Tolstoy Together • September 15, 2021
In the war chapters, Tolstoy never lets Andrei and Nikolai out of our sights for long. They are like two strands of a double helix, carrying the war narratives between them.
Comparative reading of armies on the move: the image of the bicycle troop from A Farewell to Arms and the wave-like soldiers in War and Peace. One master of war literature learning from another master.
From Tolstoy: the soldiers move like monotonous waves, and an officer is like a spray of white foam.
From Hemingway: the supernaturally smooth movement of the German helmets on the bridge, revealed to be men on bicycles a moment later.
Someone once told me that she skipped the entire war part of War and Peace and there was no loss, but how could she know what she missed without reading? Bragging about that is like bragging about bypassing a pandemic.
Timokhin, speaking of Dolokhov: “In Poland he all but killed a jew.” This one-line detail brings to mind Isaac Babel’s devastating story, “Crossing the River Zbrucz.”
“You are looking at the unfortunate Mack.” Really a (s)macking way of storytelling. We are all macked.
A priceless observation from Carl Phillips (@CPhillipsPoet) from last year’s reading, from TOLSTOY TOGETHER, 85 DAYS OF WAR AND PEACE.
Both hilarious and touching: this is not the first nor the last plate thrown. Tikhon knows precisely the plate’s trajectory at such a moment; Prince Bolkonsky trusts that it will be caught.
“He flung away his plate, which was deftly caught by Tikhon.”
Andrei also thinks he can see through his wife, Mlle Bourienne, Pierre…can’t wait for him to encounter someone who challenges his vision.
“Prince Andrei smiled, looking at his sister, as we smile listening to people whom we think we can see through.”
There is no back story about Bolkonsky’s wife. Supposedly she died when Marya was very young. One wonders what she was like, and why the father and the son are unusually harsh about women. (Tolstoy, losing his mother at a young age, idolized her.)
The continuous presence of mirrors in the novel: I especially love that Pierre only watches others in the mirror instead of studying himself, which even Marya, the modest princess, does in today’s reading.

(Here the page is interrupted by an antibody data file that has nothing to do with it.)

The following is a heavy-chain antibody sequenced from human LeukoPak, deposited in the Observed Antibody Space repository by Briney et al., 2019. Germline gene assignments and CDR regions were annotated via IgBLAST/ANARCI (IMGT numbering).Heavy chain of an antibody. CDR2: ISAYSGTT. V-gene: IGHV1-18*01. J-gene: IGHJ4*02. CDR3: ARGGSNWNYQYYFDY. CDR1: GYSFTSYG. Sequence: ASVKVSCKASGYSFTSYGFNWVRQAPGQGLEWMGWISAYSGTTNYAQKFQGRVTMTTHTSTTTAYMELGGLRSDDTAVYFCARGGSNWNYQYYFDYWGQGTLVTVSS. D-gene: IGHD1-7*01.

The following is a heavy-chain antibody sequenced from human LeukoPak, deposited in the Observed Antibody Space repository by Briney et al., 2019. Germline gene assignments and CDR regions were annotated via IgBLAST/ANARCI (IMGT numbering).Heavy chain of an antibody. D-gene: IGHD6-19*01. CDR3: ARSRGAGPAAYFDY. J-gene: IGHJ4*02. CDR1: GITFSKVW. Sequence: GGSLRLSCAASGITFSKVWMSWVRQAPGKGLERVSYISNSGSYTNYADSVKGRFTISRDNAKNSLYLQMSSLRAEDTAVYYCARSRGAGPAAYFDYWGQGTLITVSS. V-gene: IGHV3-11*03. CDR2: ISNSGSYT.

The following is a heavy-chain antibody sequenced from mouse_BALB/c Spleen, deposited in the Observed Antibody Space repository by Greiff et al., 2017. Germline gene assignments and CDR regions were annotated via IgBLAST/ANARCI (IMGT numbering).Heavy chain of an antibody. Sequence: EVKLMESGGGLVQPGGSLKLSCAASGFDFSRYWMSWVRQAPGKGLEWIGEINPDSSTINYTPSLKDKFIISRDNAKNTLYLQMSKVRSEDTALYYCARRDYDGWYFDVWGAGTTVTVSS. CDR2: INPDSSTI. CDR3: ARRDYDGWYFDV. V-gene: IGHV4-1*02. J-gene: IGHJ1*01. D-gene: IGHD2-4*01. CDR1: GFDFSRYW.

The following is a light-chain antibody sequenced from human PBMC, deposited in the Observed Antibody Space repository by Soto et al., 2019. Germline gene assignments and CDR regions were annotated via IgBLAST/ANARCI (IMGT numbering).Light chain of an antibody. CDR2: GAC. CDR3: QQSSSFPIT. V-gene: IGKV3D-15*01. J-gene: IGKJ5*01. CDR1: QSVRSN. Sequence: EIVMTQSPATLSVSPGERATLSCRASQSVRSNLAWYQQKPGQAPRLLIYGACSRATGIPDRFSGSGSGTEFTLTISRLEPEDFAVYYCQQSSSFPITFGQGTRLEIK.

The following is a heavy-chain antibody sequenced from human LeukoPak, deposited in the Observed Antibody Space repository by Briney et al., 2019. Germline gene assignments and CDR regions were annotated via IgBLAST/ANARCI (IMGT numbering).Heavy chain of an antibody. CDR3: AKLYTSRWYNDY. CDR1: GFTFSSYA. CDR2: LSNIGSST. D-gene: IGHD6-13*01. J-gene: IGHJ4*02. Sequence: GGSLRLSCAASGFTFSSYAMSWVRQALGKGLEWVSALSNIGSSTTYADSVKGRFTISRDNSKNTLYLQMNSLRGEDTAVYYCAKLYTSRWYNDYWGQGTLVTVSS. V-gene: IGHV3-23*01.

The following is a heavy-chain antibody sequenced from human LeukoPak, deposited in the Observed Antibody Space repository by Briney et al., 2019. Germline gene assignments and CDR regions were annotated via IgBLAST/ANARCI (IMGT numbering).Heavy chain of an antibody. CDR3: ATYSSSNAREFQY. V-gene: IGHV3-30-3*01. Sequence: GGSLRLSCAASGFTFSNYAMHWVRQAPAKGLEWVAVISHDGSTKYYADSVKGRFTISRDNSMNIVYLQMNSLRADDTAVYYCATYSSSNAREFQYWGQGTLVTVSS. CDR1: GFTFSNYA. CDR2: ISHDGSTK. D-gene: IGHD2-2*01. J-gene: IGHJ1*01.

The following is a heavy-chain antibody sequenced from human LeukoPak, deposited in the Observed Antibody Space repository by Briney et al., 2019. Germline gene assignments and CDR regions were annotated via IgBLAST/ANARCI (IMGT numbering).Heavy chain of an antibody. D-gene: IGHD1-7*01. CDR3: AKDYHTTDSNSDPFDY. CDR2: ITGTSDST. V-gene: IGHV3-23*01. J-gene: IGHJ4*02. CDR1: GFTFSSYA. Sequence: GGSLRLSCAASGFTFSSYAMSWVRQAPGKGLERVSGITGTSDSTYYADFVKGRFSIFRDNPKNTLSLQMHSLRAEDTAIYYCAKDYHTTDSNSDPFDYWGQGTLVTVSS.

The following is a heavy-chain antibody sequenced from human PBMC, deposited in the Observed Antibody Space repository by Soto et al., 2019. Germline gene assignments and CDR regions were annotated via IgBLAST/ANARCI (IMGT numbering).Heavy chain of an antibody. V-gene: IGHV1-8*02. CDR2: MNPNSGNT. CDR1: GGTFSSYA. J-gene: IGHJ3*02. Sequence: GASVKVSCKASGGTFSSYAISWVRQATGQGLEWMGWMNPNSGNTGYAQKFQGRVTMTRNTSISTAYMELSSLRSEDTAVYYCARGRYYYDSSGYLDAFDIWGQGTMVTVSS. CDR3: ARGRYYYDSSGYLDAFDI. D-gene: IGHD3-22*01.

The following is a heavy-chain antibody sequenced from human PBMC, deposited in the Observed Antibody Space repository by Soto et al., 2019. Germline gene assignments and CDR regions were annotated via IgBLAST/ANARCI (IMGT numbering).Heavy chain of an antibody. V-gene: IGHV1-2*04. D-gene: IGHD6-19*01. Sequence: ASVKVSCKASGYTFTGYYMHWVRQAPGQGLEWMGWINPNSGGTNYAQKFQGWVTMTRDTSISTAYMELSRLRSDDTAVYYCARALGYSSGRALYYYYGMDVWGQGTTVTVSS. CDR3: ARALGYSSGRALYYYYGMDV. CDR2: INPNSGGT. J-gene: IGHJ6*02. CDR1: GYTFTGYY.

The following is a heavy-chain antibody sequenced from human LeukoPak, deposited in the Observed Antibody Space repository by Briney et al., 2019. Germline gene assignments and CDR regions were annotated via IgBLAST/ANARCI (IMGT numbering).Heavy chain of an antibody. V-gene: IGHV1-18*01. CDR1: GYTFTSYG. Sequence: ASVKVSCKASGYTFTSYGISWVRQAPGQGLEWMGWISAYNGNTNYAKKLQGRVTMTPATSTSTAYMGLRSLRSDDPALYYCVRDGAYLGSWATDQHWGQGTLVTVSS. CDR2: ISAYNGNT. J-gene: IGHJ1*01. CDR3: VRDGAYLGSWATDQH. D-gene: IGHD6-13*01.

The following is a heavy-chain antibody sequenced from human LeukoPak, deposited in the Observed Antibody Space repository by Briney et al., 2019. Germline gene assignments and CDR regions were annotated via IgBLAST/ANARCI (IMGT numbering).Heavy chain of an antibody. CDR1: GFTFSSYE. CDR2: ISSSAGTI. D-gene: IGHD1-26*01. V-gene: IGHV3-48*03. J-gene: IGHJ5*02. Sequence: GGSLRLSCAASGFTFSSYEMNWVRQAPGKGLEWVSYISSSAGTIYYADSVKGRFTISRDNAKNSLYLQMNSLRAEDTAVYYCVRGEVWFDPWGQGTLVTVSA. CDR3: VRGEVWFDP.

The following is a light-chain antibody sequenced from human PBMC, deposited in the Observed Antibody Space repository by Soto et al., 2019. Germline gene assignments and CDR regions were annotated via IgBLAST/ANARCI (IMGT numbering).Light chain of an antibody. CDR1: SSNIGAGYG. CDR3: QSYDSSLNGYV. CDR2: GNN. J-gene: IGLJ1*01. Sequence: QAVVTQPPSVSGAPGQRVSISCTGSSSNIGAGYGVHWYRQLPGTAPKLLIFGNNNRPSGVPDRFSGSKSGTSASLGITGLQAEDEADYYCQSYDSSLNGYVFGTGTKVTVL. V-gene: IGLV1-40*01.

Pierre, who danced poorly, liked to sit in this little room of mirrors and watch how ladies in ball gowns…looked at themselves in the brightly lit mirrors, which repeated their reflections several times.
History in domestic setting: Julie writing in her letter about men going to war (her brothers, Nikolai), Marya giving a glimpse of the conscripts (“…the state [of] the mothers, the wives, the children of these departing men…the sobs on both sides”)
Bald Hills reflect Yasnaya Polyana, Tolstoy’s estate outside Moscow, which used to belong to his maternal grandfather, Prince Volkonsky. Tolstoy changed a letter in the family name and gave it to Andrei and Marya: Bolkonsky.
Count Bezukhov’s death: the first death in a novel with thousands to come. Eagerly awaited for, it makes a grotesque party, with guests indoors and undertakers outside. (And the candle placed in his hand, held in place by an old servant!)
The youngest princess “felt herself unable to look at [Pierre] without laughing.” I always wish she could come back more in the novel: a character with joy and spirit to laugh and be herself when the others are performing at a death party.
A character full of life doesn't have to make a lot of sounds in action. I feel conscious, not dragging my feet when I walk, after reading this line.
“The French doctor…went over to the sick man with the inaudible steps of a man in the prime of life.”
A trinity of characters not following society’s rules and scripts: Marya Akhrosimov inspires respect and fear; Pierre, ridicule and fear (in Petersburg more than in Moscow); and Natasha, a fairy godchild and a protégé of the two.
Berg and Boris share an aspiration, but it is so much more fun to watch Berg, who even as a bore is endearing. Boris in his pursuit for wealth and fame is rather humorlessly perfect.